On the Scaling of Impulsively Started Incompressible Turbulent Round Jets

[+] Author and Article Information
T.-W. Kuo, F. V. Bracco

Department of Mechanical & Aerospace Engineering, Princeton University, Princeton, N.J. 08544

J. Fluids Eng 104(2), 191-197 (Jun 01, 1982) (7 pages) doi:10.1115/1.3241807 History: Received April 28, 1981; Online October 26, 2009


A scaling law for transient, turbulent, incompressible, round jets is reported. Numerical solutions of the Navier-Stokes equations were obtained using a k-ε model for turbulence. The constants of the k-ε model were optimized by comparing computed centerline velocity, mean radial velocity distribution, longitudinal kinetic energy distributions with those measured by other authors in steady round jets. The resulting constants are those also used in computations of steady planar jets except for the one that multiplies the source term in the ε-equation. After optimization, the agreement is satisfactory for all mean quantities but is still rather poor for the kinetic energy distribution. Parameteric studies of the transient were performed for 9•103 ≤ ReD ≤ 105 . Then the definition was adopted that a jet reaches steady state between the nozzle and an axial location when, at that location, the centerline velocity achieves 70 percent of its steady state value, and characteristic steadying length and time scales (D•ReD 0.053 and D•ReD 0.053 /u cL,0 respectively) were determined as well as a unique function that relates dimensionless steadying time to dimensionless steadying length. This function changes in a predictable way if a percent other than 70 is selected but the characteristic length and time scales do not. It is found that the 70 percent threshold is reached within the head vortex of the transient jet. Thus a transient jet, practically, is a steady jet except within its head vortex. This, in part, justifies our use of steady state k-ε constants in our transient computations. The computed jet tip arrival times are shown to compare favorably with measured ones.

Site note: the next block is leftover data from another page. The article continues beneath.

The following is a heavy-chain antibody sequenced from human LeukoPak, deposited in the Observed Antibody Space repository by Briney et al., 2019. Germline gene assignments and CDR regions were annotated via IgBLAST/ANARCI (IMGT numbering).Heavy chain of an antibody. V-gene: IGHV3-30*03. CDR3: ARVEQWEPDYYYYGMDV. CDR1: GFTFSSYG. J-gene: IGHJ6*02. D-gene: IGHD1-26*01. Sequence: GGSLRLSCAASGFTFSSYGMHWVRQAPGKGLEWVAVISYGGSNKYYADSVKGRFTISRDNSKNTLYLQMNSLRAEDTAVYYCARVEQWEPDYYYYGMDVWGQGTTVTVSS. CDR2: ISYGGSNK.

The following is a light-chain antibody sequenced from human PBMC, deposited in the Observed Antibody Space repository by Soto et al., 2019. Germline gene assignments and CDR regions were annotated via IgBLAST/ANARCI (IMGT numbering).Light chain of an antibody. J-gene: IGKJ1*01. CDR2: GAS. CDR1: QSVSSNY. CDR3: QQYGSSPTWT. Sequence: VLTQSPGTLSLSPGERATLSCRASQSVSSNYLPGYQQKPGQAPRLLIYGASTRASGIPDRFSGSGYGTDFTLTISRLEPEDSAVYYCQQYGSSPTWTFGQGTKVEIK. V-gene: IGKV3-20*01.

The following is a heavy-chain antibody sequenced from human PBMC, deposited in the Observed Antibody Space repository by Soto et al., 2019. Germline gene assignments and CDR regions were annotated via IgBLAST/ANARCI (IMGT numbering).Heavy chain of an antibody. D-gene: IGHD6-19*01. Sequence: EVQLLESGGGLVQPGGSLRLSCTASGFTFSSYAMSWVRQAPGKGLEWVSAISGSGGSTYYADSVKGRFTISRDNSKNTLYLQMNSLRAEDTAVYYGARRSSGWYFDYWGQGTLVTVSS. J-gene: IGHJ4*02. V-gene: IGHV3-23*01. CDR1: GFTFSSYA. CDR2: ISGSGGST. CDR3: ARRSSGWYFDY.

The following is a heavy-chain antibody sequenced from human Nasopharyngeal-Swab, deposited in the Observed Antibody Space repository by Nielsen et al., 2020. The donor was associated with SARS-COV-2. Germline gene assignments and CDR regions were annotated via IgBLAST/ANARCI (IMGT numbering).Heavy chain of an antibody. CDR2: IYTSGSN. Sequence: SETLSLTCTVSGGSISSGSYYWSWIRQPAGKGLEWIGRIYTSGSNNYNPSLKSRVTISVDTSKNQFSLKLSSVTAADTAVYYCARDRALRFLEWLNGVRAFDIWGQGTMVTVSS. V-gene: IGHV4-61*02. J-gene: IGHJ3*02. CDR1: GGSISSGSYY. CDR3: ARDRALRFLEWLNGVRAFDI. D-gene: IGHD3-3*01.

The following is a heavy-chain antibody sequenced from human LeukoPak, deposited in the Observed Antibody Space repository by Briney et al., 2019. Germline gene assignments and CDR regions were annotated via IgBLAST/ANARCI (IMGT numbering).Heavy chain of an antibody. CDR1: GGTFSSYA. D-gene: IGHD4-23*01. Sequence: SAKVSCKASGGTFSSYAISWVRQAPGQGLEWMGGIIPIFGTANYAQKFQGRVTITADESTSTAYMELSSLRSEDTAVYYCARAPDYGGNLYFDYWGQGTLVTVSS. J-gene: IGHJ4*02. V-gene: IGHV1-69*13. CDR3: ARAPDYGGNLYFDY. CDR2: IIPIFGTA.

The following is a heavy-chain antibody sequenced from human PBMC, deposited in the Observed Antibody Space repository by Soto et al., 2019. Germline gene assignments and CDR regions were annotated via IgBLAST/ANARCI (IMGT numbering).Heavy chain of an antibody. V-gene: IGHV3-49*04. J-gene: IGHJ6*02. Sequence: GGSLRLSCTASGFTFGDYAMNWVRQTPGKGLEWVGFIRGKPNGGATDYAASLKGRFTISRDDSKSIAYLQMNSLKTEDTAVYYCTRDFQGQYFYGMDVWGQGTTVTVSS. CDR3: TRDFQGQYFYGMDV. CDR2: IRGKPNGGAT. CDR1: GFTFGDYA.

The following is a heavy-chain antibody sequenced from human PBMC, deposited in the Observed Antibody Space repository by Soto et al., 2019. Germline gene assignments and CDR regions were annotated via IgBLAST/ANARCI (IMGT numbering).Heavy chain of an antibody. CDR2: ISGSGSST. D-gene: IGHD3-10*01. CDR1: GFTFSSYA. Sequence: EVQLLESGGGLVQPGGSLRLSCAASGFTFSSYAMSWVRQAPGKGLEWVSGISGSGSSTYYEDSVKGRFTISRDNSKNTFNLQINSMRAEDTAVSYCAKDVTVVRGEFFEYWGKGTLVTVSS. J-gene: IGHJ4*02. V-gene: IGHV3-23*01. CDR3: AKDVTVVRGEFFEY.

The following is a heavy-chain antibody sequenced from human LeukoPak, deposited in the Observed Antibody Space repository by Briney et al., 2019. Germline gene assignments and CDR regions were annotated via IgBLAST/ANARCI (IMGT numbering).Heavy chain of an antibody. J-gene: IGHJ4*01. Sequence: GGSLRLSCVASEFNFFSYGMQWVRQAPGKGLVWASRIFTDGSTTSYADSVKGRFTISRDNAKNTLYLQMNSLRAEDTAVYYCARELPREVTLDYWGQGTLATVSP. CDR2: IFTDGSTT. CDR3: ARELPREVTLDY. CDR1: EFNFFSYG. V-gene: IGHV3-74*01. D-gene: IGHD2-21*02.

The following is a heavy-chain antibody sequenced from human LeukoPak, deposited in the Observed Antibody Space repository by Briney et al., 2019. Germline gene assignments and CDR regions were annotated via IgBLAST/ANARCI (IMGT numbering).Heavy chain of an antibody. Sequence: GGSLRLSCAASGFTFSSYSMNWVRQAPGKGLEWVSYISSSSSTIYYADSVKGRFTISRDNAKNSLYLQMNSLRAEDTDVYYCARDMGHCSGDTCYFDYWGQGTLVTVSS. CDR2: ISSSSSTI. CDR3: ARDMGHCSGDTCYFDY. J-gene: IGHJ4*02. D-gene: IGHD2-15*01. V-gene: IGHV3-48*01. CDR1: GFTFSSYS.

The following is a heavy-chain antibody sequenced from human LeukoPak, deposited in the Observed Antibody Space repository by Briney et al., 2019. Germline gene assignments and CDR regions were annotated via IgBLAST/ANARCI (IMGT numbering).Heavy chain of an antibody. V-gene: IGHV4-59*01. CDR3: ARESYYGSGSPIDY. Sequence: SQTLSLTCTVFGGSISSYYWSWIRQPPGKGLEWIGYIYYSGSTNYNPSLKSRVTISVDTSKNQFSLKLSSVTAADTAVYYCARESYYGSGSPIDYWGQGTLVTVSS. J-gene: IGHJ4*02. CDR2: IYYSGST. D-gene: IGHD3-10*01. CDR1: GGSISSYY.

Copyright © 1982 by ASME
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